For Major Jessica McCoy, V98, N05, the symbol of peace is not a dove but a chicken. Stationed in Iraq since May 2007, McCoy, an Army veterinarian, is part of a State Department-led reconstruction team whose goal is to help revive Iraq’s domestic poultry industry. If successful, Operation Chicken Run (as the project is affectionately known) will not only improve the quality of the Iraqi diet but also create jobs and promote inter-tribal cooperation, says McCoy.
Master of Arts in Humanitarian Assistance
Dr. Coates’s research focuses on the development of methods for improving the design, implementation, and evaluation of international nutrition and food security programs in both development and humanitarian emergency contexts. Methods-related initiatives include the development and validation of: methods for scaling up global dietary data collection and use (INDDEX); indicators of the affordability of quality diets in Africa (IMMANA-IANDA); a standardized approach to malnutrition causal analysis and response assessment (ACF); methods for evaluating the micronutrient impact and functional health outcomes of national fortification programs (GAIN); dietary diversity indicators in emergency-prone contexts (WFP); and global experiential food security measures (FANTA).
To enroll in a Directed Study course, please complete and submit the Directed Study Course Proposal Form (available at: http://nutrition.tufts.edu/students/registrar/forms) by the semester's Add Deadline to the Registrar's Office so the Directed Study course may be manually added to your schedule in SIS.
This course will translate the evidence base for understanding the diagnosis, pathogenesis and therapeutic approaches to child malnutrition (stunting wasting) in developing countries. The participation of protein quality and micronutrients will be emphasized including iron, vitamin A, zinc and folate. Current interventions in the field will be analyzed and discussed with emphasis on program design effectiveness evaluation and meta analyses.
This course will offer a practical and in-depth analysis of the complex issues and skills needed to engage in humanitarian work in field settings.
This course will provide an overview of the common nutritional and food security assessment tools. Laboratory and field methods for population wide nutritional deficiency assessment, nutritional screening and surveillance, dietary assessment, hunger and food security as well as diet diversity and food group indices will be examined. Clinical methods including body composition, biochemical and clinical factors related to macro and micronutrient deficiency will be discussed.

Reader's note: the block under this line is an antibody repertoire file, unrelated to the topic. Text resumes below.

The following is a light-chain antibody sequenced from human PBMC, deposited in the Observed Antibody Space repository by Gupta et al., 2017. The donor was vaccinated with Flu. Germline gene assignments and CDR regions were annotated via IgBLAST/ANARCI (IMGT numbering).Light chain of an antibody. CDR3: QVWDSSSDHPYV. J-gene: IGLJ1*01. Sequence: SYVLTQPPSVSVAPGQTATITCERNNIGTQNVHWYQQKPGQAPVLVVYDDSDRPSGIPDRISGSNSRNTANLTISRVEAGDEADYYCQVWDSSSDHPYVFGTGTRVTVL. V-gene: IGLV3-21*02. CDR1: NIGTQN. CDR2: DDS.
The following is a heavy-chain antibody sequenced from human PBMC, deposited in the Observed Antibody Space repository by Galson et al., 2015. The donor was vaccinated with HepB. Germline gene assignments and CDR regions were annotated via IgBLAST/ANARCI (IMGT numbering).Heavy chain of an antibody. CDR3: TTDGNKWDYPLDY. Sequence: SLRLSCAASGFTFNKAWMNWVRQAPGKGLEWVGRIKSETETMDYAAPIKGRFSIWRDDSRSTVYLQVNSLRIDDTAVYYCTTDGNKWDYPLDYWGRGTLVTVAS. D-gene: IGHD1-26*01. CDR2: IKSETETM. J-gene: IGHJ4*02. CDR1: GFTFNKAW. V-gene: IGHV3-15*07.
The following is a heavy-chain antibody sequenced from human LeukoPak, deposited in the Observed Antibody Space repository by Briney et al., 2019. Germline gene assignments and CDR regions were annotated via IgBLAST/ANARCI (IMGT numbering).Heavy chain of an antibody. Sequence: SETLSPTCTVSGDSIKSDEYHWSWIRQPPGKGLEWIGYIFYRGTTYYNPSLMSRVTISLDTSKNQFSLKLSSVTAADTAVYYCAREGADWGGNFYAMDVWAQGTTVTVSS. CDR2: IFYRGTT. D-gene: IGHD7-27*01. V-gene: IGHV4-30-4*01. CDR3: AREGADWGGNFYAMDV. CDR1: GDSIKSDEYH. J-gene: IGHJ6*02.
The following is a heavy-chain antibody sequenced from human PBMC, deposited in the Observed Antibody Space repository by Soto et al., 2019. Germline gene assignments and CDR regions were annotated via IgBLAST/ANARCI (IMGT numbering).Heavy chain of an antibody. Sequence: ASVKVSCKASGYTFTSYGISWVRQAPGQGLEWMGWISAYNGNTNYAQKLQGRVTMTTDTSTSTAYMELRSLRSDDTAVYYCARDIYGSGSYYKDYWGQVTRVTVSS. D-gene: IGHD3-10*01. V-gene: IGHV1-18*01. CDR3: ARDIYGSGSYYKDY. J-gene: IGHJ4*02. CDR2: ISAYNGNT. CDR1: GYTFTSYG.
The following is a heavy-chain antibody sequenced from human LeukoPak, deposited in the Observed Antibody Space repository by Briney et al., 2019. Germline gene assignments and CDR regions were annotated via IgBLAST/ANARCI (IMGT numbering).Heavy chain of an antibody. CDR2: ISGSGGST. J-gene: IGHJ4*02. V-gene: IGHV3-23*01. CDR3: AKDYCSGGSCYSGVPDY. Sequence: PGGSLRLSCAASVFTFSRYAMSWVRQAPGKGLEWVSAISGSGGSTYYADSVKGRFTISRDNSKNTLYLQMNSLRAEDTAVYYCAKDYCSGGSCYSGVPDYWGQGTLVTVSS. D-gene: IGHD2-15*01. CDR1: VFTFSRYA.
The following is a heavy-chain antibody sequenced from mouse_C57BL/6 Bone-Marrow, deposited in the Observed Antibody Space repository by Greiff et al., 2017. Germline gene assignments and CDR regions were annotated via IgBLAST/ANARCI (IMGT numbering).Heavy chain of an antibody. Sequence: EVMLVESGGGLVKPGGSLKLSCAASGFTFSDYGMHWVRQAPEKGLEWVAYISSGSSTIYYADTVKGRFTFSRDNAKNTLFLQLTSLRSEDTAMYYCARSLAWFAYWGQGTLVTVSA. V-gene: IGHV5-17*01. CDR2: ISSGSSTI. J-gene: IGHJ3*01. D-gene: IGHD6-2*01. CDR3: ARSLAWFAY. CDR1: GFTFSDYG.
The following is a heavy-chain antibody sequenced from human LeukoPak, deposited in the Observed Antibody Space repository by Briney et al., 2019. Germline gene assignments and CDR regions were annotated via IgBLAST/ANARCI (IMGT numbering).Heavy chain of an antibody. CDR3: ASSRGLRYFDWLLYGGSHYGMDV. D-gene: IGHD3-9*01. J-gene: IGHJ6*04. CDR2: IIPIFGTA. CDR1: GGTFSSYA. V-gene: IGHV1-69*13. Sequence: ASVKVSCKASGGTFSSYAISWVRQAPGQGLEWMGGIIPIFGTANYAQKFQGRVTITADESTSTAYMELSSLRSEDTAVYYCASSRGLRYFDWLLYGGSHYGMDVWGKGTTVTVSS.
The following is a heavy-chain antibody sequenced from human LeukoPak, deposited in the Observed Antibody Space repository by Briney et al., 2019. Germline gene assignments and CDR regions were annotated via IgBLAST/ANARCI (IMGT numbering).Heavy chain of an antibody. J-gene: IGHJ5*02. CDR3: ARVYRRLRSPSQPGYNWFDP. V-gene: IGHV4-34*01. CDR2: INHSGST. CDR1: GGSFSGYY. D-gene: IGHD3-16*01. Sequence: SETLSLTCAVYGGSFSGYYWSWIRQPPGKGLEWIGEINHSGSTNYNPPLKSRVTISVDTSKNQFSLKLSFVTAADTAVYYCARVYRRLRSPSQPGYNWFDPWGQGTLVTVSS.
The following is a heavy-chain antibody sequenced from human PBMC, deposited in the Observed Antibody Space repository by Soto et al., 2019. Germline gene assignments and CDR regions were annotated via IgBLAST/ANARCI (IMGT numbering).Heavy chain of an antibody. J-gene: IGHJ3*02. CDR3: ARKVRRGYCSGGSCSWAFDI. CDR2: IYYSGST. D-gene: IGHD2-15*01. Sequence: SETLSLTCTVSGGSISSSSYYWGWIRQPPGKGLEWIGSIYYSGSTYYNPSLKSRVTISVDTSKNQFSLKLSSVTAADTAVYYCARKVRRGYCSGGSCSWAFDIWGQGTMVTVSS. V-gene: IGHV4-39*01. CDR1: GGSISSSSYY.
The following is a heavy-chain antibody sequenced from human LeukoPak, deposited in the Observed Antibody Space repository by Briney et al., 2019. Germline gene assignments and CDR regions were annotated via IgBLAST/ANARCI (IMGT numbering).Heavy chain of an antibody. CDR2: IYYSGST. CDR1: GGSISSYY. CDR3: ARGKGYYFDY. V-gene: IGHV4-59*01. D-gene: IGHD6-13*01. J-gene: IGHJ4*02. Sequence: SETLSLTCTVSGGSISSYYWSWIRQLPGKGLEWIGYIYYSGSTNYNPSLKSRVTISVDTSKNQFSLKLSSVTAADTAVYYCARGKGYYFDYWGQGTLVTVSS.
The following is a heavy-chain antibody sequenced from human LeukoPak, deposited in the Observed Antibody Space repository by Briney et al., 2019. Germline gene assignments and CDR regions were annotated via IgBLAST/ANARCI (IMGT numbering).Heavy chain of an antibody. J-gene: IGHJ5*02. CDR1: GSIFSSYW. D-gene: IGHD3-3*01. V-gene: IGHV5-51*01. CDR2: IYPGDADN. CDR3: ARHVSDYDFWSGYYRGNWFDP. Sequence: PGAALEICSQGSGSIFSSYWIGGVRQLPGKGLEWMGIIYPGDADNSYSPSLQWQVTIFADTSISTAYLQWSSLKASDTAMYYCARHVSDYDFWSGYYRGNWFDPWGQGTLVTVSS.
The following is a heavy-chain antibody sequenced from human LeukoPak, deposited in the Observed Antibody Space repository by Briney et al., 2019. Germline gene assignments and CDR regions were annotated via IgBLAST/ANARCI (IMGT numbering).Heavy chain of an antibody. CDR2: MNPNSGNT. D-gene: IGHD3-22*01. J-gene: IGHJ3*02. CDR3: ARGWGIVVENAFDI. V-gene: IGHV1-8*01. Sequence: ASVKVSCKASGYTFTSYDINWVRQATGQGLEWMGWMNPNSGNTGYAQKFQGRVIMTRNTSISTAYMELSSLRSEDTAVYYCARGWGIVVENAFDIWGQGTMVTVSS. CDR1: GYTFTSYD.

Required for students enrolled in the Master of Arts in Humanitarian Assistance Program. This course will examine the central role and importance of food and nutrition in complex emergencies. The implications of this for nutrition assessment, policy development, program design and implementation will be examined. This will provide an understanding of; the nutritional outcomes of emergencies (malnutrition, morbidity and mortality); and also the causes of malnutrition and mortality in emergencies (the process and dynamics of an emergency).
This course encourages critical, evidence-driven analysis of effective government policy responses to food security and nutrition challenges in low-income countries.
The intent of the class is to introduce students to a broad range of research and writing that constitutes our knowledge on humanitarian action in complex emergencies, and to give the student the skills to read research and keep abreast of a rapidly evolving field. There is a strong emphasis on the practical application of this knowledge. The course simultaneously treats humanitarian action as a phenomenon to be understood and as a practice that urgently needs to be improved.
This intensive course provides presentations, readings, and exercises relating to the broad range of nutrition interventions utilized in international programs: growth monitoring and promotion, nutrition counseling and IEC, supplementary feedings and food-based income transfers, household food security and agricultural-based interventions, micronutrient activities, and breast-feeding. The course also covers malnutrition causality, nutrition and structural adjustment, social funds, economic and food aid, active learning capacity and the nutrition transition.